Beware the bear.

That's the warning being sent to hundreds of schools and police agencies around the state, asking them to watch for kids getting drunk by eating Gummi bears soaked in vodka.

The vodka is odorless and, depending how much booze is used, the bears maintain their relative shape, making it difficult to spot them at sports games, at dances or even in classrooms.

In the past month, warnings about the Gummi bear threat have gone out from the state Health Department, the Hennepin County Regional Poison Center and the Dakota County Attorney's office.

When Dakota County Attorney James Backstrom sent out a warning to schools about the bears in mid-October, "they were as surprised as I was," he said. "They were as alarmed as I was."

Jay Jaffee, chemical health coordinator at the Minnesota Department of Health, said the drunken Gummi bears phenomenon is gaining traction through the Internet, with how-to videos and YouTube clips readily available to anyone.

"The Internet gives things life," he said. "Kids are drinking way more than their parents. It's the difference between having dial up and broadband."

Mike Eliason, a school resource officer at Apple Valley High School, said his sons at Mankato State and St. Cloud State universities have reported seeing people getting intoxicated swallowing the bears.

"I have no doubt in my mind that [teenage] kids are doing it," said Eliason, a board member and past president of the Minnesota Juvenile Officers Association. "We may not see it in schools but that doesn't mean it's not happening."

The boozy bears are but the latest example of kids ingesting alcohol in ways that might surprise or shock adults, say state and local authorities who monitor the drinking habits of youth.

In the past few months, reports have also surfaced nationally of kids -- boys and girls -- inserting vodka-soaked tampons into their bodies, funneling booze into their rectums and even placing open liquor bottles against their corneas in a practice known as "eyeballing," or absorbing booze through the blood vessels in the eye. All are ways to absorb alcohol through the skin, bypassing the digestive system and getting the alcohol straight to the bloodstream.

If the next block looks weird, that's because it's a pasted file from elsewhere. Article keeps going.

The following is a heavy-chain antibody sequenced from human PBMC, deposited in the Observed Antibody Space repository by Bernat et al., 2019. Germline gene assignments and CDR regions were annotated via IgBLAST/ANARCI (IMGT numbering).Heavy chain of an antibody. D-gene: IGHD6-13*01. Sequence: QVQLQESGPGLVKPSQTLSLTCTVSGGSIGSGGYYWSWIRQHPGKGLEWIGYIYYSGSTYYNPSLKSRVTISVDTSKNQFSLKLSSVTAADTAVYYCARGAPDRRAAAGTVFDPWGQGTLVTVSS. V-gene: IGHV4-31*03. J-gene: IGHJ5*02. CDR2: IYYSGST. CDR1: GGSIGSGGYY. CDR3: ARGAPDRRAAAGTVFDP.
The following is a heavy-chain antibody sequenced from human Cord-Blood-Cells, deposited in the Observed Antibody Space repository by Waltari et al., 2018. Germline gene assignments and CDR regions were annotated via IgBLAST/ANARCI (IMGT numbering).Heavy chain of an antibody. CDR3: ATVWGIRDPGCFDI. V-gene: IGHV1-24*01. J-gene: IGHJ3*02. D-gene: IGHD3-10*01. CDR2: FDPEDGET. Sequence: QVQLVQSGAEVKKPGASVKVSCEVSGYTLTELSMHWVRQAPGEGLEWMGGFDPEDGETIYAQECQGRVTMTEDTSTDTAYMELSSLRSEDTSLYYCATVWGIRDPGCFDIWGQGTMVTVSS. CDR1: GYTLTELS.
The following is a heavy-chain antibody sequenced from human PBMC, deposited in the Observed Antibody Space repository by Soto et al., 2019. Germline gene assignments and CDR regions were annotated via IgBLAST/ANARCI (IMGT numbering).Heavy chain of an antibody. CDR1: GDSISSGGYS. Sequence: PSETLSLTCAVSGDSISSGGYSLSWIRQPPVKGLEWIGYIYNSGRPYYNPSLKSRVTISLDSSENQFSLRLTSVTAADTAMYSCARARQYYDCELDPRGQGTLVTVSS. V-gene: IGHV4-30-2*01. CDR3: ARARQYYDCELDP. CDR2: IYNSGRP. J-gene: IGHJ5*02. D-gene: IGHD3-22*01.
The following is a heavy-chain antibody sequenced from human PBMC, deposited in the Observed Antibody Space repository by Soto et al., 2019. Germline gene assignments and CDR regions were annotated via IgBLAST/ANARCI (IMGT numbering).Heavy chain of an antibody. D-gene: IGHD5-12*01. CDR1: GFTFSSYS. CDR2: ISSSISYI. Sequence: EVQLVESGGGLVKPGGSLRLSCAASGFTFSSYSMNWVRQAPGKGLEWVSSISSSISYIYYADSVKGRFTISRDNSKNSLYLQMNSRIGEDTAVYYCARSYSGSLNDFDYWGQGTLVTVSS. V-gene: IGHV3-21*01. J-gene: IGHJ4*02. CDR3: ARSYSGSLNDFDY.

"People are capable of doing any number of crazy things," Jaffee said. "I don't think that it is everywhere [in Minnesota], but I suspect that there is somebody somewhere who is trying some of this."

Games that aren't funny

Jaffee said the Gummi bears and drinking games such as Edward Fortyhands (where a 40-ounce bottle of beer is taped to a each hand) are no laughing matter. He and others warn that such activities mask the destructive nature of alcohol.

He notes that studies show Minnesota is among the top 5 states for binge drinking, neck and neck with Wisconsin, Iowa and the two Dakotas.

"Nothing surprises me anymore," Jaffee said. "Alcohol is definitely the drug of choice throughout the country and throughout Minnesota."

He estimates that drinking contributes to the death of 60 kids in the state each year. Most deaths are from drinking-and-driving accidents, but every once in a while one is caused by alcohol poisoning.

A national problem

Dr. Dan Quan of the Maricopa Medical Center in Phoenix had not heard of so-called drunken Gummi bears. But as an emergency room doctor, he is familiar with the use of vodka-infused tampons.

A couple years ago, he said, the daughter of a nurse reported that a friend passed out at her high school from alcohol poisoning after inserting a vodka-soaked tampon.

"It's probably more widespread than we think," Quan said. "The effects are pretty quick. The vaginal walls are pretty thin. The biggest problem is that if they do pass out, we don't know where to look."

Although no students have been caught in Minnesota as yet, no one doubts that kids are soaking Gummi bears with booze or finding other creative ways to get drunk.

"We talked about it at our last meeting," said Ann Lindberg, chemical health coordinator for the West St. Paul-Mendota Heights-Eagan School District in Dakota County. "I'm sure it is happening here to some degree. We just haven't caught anyone at it yet."

Heron Marquez • 952-746-3281